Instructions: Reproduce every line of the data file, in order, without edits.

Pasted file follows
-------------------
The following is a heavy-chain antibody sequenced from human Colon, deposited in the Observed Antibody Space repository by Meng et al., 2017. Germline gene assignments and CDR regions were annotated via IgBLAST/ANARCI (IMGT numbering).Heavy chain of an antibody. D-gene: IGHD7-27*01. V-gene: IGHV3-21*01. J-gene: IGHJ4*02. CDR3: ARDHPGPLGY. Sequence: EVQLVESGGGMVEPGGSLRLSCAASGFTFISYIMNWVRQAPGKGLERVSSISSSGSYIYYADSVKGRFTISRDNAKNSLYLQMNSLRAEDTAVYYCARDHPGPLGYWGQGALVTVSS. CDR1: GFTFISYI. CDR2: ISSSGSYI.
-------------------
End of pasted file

The following is a heavy-chain antibody sequenced from human Colon, deposited in the Observed Antibody Space repository by Meng et al., 2017. Germline gene assignments and CDR regions were annotated via IgBLAST/ANARCI (IMGT numbering).Heavy chain of an antibody. D-gene: IGHD7-27*01. V-gene: IGHV3-21*01. J-gene: IGHJ4*02. CDR3: ARDHPGPLGY. Sequence: EVQLVESGGGMVEPGGSLRLSCAASGFTFISYIMNWVRQAPGKGLERVSSISSSGSYIYYADSVKGRFTISRDNAKNSLYLQMNSLRAEDTAVYYCARDHPGPLGYWGQGALVTVSS. CDR1: GFTFISYI. CDR2: ISSSGSYI.